Bersham Ironworks


Bersham (SJ30704926)                                                                                            


[from RCAHMW]

Charles Lloyd of Dolobran, Montgomeryshire, established the Bersham Ironworks in about 1715, although there are a couple of documentary references to an earlier furnace, possibly in Bersham, from the 1670s. The early works produced bar or pig iron for local forges, notably the forge at Pont y Blew, Chirk. The works started to produce cast iron goods from the early 1730’s when owned by John Hawkins. The Coalbrookdale Company with which the Bersham works was closely related at this time encouraged this change of direction. Isaac Wilkinson took over the works in 1753 and for the first time began producing iron cannon for the Seven-Years War. Isaac installed a large steam engine for pumping water around the furnace water wheel, he patented and installed a water powered blowing engine and built a number of waggonways to the works.

Illustration of Works in 18th Century [Clwyd Record Office]

John Wilkinson took over ownership of the ironworks in 1763. Little appears to have happened at the works until the mid 1770s, when the outbreak of the American War of Independence provoked a substantial requirement for naval ordnance. John had, in association with Francis Bacon, been developing a new method of gun manufacture whereby the guns were cast solid and bored out later. A water powered boring had been built at the works by 1775, which had been supplemented by a steam-powered mill by 1779. At the same time John began producing steam engine cylinders for James Watt. On the basis of the manufacture of these two items, Bersham dramatically increased in size and profitability reaching its peak in about 1795. Decline set in soon afterward with the establishment by John of Brymbo ironworks nearby and with John’s death in 1808. The works were finally sold in 1812.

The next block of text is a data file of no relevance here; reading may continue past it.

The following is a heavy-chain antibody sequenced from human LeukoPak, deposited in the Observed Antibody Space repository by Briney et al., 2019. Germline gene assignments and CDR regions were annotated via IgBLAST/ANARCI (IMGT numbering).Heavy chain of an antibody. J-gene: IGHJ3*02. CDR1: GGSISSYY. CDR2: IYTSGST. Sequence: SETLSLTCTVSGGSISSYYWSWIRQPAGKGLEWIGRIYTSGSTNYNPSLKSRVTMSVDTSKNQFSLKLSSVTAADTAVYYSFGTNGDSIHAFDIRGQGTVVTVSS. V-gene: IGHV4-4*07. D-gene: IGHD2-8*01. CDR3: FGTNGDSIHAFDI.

Current remains

[from RCAHMW]

Surviving buildings include the octagonal cannon foundry and adjacent probable fettling shop, a cannon boring mill later converted into a corn mill as well as substantial remains, including lengths of wooden railway and a furnace, uncovered through excavations since 1987. Associated are two weirs and the former accounts house.



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